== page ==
Perhaps a loved one visiting the country for a while needs a phone, or you're not quite ready to give your teenager a smartphone for Christmas. Whatever the reason, you're looking for a cheap, no-strings-attached mobile phone that can make and receive calls and possibly send text messages -- in other words, a burner phone.
What's a Burner?
Admittedly, that's the more dramatic name given to inexpensive prepaid phones. Sometimes referred to as "burners" and popularized in shows such as The Wire, they can be used for a short time and then thrown away; the point being that it's hard to tap or trace them. While we're not advocating their use for illegal activities (in fact, your location and identity can still be pinpointed even with a burner), burner phones and cheap service plans are just the thing for short-term use.
In the past we've discussed mobile virtual network operators, or MVNOs. These are third-party cellphone service providers that buy minutes, text message units, and data in bulk from the large carriers and resell them to consumers at discounted rates. This business model steers clear of major infrastructure costs and focuses on providing low-cost service to customers. Many cheap phones that you see behind the counter at the local pharmacy and supermarket rely on this type of provider.
That said, not all MVNOs give you the same options. Some require that you buy a phone from the provider or choose from a short list of compatible phones. Some are also designed for, and marketed to, users who want the latest smartphone without the high monthly expense of a two-year contract.
Comparing the Cheapest Options
We researched the cheapest options out there and whittled down the list of burner-phone plan providers to Cricket, PayLo, Net10, and Straight Talk.
|Provider||Cheapest Phone||Cheapest Plan||Cheapest Unlimited Talk and Text||Network Provider (Coverage)|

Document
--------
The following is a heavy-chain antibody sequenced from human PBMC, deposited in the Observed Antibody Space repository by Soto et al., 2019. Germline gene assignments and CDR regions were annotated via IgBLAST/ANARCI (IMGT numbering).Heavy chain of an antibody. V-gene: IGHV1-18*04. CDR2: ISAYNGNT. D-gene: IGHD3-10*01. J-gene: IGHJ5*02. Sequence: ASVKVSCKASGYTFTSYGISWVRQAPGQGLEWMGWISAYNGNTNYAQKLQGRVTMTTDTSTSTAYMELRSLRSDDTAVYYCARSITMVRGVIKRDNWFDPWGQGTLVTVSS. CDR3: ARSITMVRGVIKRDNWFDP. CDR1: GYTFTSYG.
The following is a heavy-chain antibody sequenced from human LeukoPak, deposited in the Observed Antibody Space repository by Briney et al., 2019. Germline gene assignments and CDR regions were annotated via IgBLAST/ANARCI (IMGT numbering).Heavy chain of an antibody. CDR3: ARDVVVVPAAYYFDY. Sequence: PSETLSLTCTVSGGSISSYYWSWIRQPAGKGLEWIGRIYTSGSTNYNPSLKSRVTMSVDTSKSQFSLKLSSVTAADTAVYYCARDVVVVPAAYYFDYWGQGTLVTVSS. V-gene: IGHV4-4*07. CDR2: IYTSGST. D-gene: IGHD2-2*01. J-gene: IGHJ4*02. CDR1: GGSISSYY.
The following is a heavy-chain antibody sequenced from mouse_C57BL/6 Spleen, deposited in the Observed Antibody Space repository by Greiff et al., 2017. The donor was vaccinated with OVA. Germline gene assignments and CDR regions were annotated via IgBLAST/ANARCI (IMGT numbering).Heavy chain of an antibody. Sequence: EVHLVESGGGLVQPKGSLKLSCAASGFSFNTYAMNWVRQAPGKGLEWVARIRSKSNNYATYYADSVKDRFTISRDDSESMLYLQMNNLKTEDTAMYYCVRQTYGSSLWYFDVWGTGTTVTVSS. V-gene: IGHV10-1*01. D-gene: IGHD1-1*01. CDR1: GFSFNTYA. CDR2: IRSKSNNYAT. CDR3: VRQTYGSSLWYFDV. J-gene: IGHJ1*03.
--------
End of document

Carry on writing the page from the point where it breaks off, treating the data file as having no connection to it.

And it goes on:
|Cricket||$20||$25 for unlimited talk and text||$25 (or $35 auto-pay plan with 1 GB data)||AT&T|
|PayLo||$7.50||$20 for 400 minutes||$40 (includes 50 MB data)||Sprint|
|Net10||$20||$15 for 200 minutes||$35 (or $40 with unlimited data)||Verizon, Sprint, AT&T, and T-Mobile|
|Straight Talk||$10 (free with purchase of a $45 service card)||$30 for 1,500 minutes (includes 100 MB data)||$45 (includes 3 GB data)||Verizon, Sprint, AT&T, and T-Mobile|
Not surprisingly, each provider offers a different plan. Some with pay-as-you-go deals let you buy a set amount of minutes or data, although the minutes expire if they aren't used within a given period (anywhere from 30 to 365 days, depending on the number of minutes bought). Straight Talk, Cricket, and PayLo (see chart above) only offer service plans that include a set amount of minutes, texts, and data per month. You can't choose an extremely cheap option if you only need the phone for emergencies, and you'll pay extra for going over the chosen limit. Net10 offers a choice -- unlimited monthly plans or the option to pay for minutes as you go. Minutes are expensive, starting at 13.34 cents each, but Net10's monthly plans are comparable to other cheap providers.
Coverage with these cheap burner phones and associated plans relies on the networks of the larger carriers. PayLo runs through Virgin Mobile, which is owned by Sprint, so PayLo customers receive coverage from Sprint's cellphone towers. Similarly, Cricket is owned and run by AT&T. The other two MVNOs cited above buy coverage from all four of the big carriers. (Customers with GSM phones are covered by the AT&T or T-Mobile networks, while those with CDMA phones have coverage from Verizon or Sprint.)
The four options highlighted here are some of the cheapest we found. These companies sell phones for $20 or less, with voice plans starting at $15. However, complaints about the outsourced customer service of some low-cost providers abound. At TracFone, a provider we decided to leave off the list, customer service can be so bad, according to reviews posted at CNET, that users award it an average of 1 star out of 5. Still, if you're strapped for cash or don't want to pay for more than you need, these providers offer low-cost phones and plans you can walk away from at any time.